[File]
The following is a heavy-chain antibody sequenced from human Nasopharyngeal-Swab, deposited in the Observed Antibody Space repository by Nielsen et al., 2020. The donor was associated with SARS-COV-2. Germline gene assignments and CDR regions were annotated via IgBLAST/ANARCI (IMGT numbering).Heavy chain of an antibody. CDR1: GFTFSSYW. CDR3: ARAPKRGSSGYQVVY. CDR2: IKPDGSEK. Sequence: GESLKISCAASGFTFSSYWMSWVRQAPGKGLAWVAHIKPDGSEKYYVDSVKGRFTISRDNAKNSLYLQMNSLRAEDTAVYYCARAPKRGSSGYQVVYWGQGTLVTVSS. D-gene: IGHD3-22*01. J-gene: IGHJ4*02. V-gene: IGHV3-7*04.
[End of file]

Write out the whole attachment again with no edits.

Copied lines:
The following is a heavy-chain antibody sequenced from human Nasopharyngeal-Swab, deposited in the Observed Antibody Space repository by Nielsen et al., 2020. The donor was associated with SARS-COV-2. Germline gene assignments and CDR regions were annotated via IgBLAST/ANARCI (IMGT numbering).Heavy chain of an antibody. CDR1: GFTFSSYW. CDR3: ARAPKRGSSGYQVVY. CDR2: IKPDGSEK. Sequence: GESLKISCAASGFTFSSYWMSWVRQAPGKGLAWVAHIKPDGSEKYYVDSVKGRFTISRDNAKNSLYLQMNSLRAEDTAVYYCARAPKRGSSGYQVVYWGQGTLVTVSS. D-gene: IGHD3-22*01. J-gene: IGHJ4*02. V-gene: IGHV3-7*04.